The following is an excerpt from a book I am working on about my daughter's battle against her diagnosis of Ewing's sarcoma, which is an aggressive bone cancer that most often affects the young. Read part one.
I don't know where I found the strength to go on. Everything was chaotic on the first day but time seemed to move quickly. The second day was much the same. I sat on the bed beside Natalia. The doctor confirmed that her condition had not changed, she was still in a coma completely unresponsive to any stimuli. With great effort I forced myself to speak as clearly and as naturally as I could. I tried to take us back to a better time.
We were back on a family vacation in Otmuchow. The twins were five years old, Lukasz was eight. Natalia would remember this time well from all of the videos we had recorded. Those were good times. I had always encouraged my children to watch these videos to keep alive the memory of their father, Zbszek, my late husband. They were so young when Zbszek had died in a mining accident that I knew I would have to work to preserve their memories of him. I reminisced about these moments as I sat beside Natalia. I spoke about the things that Natalia loved, fishing, lying by a campfire till dawn, going to see famous castles. I was losing myself in this narrative when suddenly I sensed Natalia's finger begin to tremble. I screamed out in delight. I had been praying for any kind of response like this. The doctor looked at me carefully, then he looked at my daughter. Calmly, without any emotion, he approached the bed and then began studying monitors.
"This is probably an unconditional reflex," he said.
Afterward he explained to me that sometimes the muscles will move without our volition and the readings on the monitor seem to confirm that. I refused to believe him. I told Natalia to prove this doctor wrong, to move her fingers again. The doctor stood behind me as I implored Natalia to give us another sign. Natalia did not move.The doctor went back into his place but after a minute Natalia responded again. The nurse called back the doctor. He seemed more open this time. He asked me to continue. I asked Natalia if she could open her eyes and then I saw an amazing sight. Natalia was attempting to open her eyes. She gave the impression that they were glued shut with Krazy Glue. She could not open them but the strain and the effort of her movement was clearly evident. I was so overwhelmed that I started to cry. I wanted to help her detach one lid from the other, to help her along.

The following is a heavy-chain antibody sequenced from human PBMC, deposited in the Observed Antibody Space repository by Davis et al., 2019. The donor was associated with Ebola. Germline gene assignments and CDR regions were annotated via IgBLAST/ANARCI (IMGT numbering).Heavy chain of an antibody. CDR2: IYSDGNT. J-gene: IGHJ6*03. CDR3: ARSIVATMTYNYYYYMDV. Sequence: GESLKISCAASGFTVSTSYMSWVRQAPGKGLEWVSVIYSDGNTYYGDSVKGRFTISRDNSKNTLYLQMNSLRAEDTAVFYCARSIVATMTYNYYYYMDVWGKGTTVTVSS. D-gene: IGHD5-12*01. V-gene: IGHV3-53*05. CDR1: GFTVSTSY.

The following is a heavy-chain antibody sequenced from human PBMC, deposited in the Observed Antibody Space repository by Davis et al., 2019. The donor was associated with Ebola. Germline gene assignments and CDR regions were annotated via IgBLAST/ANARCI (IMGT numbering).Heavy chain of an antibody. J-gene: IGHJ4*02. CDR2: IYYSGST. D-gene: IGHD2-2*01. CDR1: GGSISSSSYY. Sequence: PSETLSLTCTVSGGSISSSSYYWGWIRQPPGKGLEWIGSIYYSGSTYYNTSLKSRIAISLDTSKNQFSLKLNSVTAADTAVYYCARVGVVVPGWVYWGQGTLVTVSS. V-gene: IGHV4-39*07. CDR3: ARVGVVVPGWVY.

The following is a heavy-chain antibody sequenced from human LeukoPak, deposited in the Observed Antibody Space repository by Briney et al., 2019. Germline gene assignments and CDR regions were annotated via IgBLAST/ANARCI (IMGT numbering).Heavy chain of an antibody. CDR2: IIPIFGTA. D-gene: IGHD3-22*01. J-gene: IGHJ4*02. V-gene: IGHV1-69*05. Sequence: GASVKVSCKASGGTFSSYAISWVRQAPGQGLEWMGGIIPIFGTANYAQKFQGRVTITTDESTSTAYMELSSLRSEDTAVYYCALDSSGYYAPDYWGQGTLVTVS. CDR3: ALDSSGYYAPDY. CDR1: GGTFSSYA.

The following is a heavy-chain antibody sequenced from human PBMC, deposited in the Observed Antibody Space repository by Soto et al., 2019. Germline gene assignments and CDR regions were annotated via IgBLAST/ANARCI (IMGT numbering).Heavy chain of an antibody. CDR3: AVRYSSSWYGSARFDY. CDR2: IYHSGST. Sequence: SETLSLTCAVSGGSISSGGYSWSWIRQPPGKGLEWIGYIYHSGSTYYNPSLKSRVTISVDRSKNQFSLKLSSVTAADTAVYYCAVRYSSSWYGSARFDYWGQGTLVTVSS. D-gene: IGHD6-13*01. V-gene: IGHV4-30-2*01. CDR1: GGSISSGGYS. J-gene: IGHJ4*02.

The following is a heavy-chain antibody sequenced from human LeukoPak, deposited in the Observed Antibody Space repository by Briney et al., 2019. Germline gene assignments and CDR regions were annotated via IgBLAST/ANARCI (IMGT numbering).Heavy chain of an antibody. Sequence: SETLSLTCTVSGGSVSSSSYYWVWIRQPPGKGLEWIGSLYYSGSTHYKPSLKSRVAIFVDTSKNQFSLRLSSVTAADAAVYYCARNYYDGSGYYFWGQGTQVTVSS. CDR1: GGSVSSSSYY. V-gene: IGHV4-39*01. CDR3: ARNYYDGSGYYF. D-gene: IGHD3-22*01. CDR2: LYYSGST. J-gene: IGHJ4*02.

After a while, the doctor decided that she could breathe on her own and decided to remove the intubation tube. I felt very anxious when I heard this. The nurse and doctor were on standby in case she stopped breathing. To return to normal after being so long on artificial respiration is not such a simple thing. The nurse suctioned away the saliva; it sounded terrible, I can still recall the sound to this day. After a while Natalia was able to breathe unassisted. I was so thrilled that I started babbling aimlessly. I must have been borderline hysterical, repeating the same sentence several times.
"You see, my girl it's not that difficult … Do not worry, soon from here gonna … How you feel? … Mommy loves you"… I must have sounded mad. The nurse carried out her routine and still I babbled on, and then Natalia said something in a thick baritone which we could not completely understand. It was normal, I was told, after intubation.
"As you say, would you repeat that?" The nurse repeated, but again we could not understand. Then the nurse started to laugh.
"What did she say?" I asked.
"You really don't understand? It's funny, really funny," replied the woman.
"No, I do not understand, please repeat it to me," I said.
"Shut up," she said.
"SHUT UP?" I repeated, confused. Is it the nurse who is saying this to me, I thought. I looked at her curiously, and at this time I realized that Natalia was telling me to shut up. She had not spoken to me in this way since she was much smaller and was going through a defiant stage. Natalia has no recollection of what she said but I still can't believe that she could speak to me like that. I joke with her now at times about what she said, my beautiful, rude little girl.Powered by Sidelines